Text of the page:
Forbes and Forbes.com have always been about content. Forbes has always employed professional editors in a mixed outside-inside model for content, blending its own staff reporters with content contributed from asset managers and thought-leaders in their field. Never known for its ability to break stories, Forbes really was about highlighting interesting opinions from experts in their verticals.
But Yahoo is different than Forbes
Yahoo Finance is a different animal. While Yahoo Finance hasn’t changed much in the past 10 years (much to my chagrin), this move changes its tack. Remember, Yahoo Finance, as a giant financial portal, has always been about aggregation of both data and information, taking feeds from tens of information and content providers. By the way, check out ValueCruncher’s CEO’s, Mark Clare, great breakdown of Yahoo Finance, its past, its business and potential to disrupt providers like Bloomberg in the future.
Yahoo Finance is still the 800-lb gorilla in online finance as evidenced by its majority of traffic in the online finance category (see graph to the right). What’s made Yahoo Finance so strong was an early-mover advantage and a site that just worked quickly and had enough information on it to act as a proxy for a research terminal (Why Google Finance still sucks at its news offering is beyond me). With a deal it consummated with Seeking Alpha in 2007, Y! Finance dipped its big toe into the wild and woolly financial blogosphere. Now, with the job posting mentioned above, it appears that Yahoo Finance is changing its strategy.
How this may play out
This is a risky strategy. In essence, the financial portal is pitting itself opposite all its content partners — many of whom pay the portal for the firehose of traffic it throws off. I’d be less willing to partner with a company that is introducing a product to compete directly with mine. And this is a common problem with channel marketing for any platform — and Yahoo Finance is certainly a finance platform — in that the platform, given where it sits in the whole matrix of supply-demand, can always just mimic other offerings that are working. This is the fear of developing any tools that work on Twitter of Facebook – that the social media platform can quickly just put you out of business.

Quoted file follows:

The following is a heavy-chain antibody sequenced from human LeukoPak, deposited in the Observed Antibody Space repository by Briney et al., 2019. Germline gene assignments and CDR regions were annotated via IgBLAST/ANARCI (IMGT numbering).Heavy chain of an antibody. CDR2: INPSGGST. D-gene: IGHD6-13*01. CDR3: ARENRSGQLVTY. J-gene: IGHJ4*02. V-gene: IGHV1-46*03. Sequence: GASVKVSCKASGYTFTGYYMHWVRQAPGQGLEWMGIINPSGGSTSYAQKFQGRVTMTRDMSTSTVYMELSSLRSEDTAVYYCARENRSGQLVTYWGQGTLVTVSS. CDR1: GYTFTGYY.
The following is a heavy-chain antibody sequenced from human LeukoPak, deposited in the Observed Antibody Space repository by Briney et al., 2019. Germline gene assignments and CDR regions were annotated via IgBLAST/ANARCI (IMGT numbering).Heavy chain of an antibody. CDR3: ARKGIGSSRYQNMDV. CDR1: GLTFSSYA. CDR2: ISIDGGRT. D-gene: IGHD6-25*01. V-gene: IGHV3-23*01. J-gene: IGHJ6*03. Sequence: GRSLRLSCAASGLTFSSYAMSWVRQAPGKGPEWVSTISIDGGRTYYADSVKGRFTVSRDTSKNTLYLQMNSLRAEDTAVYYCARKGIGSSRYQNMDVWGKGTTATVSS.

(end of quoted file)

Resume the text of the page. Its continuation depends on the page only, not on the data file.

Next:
Such is the life now for Yahoo Finance content partners. If (and this is a big IF) the Yahoo Finance offering is a combination of serious, professional editorial oversight with smart curation with a good understanding of what’s important to Y! Finance readers (a-la Abnormal Returns) with thought-evoking and decision-supporting articles, Yahoo Finance can evolve itself from a financial resource to a must-see, must-read site for both individual and institutional investors.
What if it doesn’t work
If, however, Yahoo Finance doesn’t do this right and takes a half-assed, half-baked approach, the results could be pretty serious: both for the company/site and for content, in general. As Steve Lubetkin argued with me yesterday in the comments on PRNewser’s article Is Steve Rubel the Future of Forbes, aggregation using free, contributed — outside content — risks turning everything into an “echo chamber” where the biggest voices (those voices appearing everywhere) drown out newer, more creative content by people who take content creation really seriously. If Yahoo Finance’s own content offering isn’t managed well, it could cause other partners to leave the site, taking their money and their contribution to the estimated few hundred million dollars in annual revenue Yahoo Finance generated.
What this all means for aggregation sites? We’ll have to see how it plays out. There’s most likely room for multiple aggregators if they end up focusing on slightly different readerships (a retirement investors reads different content than a day trader).
Tradestreaming is a community of investors learning directly from experts. I’m Zack Miller, investor, entrepreneur, and founder of Tradestreaming.com and I literally wrote the book on how to invest in the age of Facebook and Twitter. Tradestreaming is the resource I’ve created to help me become a better investor. I believe it will help you … Continue Reading
Tradestreaming is all about using technology tools, social media, and strategies to become better -- more accurate -- investors. Zack Miller is the author of Tradestream your Way to Profits: Building a Killer Portfolio in the Age of Social Media (Wiley, 2010).